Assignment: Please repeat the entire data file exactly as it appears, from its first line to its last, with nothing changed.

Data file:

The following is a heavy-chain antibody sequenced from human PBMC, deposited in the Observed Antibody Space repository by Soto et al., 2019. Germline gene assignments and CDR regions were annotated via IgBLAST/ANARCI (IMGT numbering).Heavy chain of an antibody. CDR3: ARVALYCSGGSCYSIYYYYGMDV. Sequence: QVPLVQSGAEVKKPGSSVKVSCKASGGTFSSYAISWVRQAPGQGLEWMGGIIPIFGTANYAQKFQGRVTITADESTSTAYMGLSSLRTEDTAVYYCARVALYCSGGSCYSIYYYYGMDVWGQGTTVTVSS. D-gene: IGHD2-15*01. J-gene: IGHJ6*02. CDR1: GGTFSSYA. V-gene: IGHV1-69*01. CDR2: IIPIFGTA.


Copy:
The following is a heavy-chain antibody sequenced from human PBMC, deposited in the Observed Antibody Space repository by Soto et al., 2019. Germline gene assignments and CDR regions were annotated via IgBLAST/ANARCI (IMGT numbering).Heavy chain of an antibody. CDR3: ARVALYCSGGSCYSIYYYYGMDV. Sequence: QVPLVQSGAEVKKPGSSVKVSCKASGGTFSSYAISWVRQAPGQGLEWMGGIIPIFGTANYAQKFQGRVTITADESTSTAYMGLSSLRTEDTAVYYCARVALYCSGGSCYSIYYYYGMDVWGQGTTVTVSS. D-gene: IGHD2-15*01. J-gene: IGHJ6*02. CDR1: GGTFSSYA. V-gene: IGHV1-69*01. CDR2: IIPIFGTA.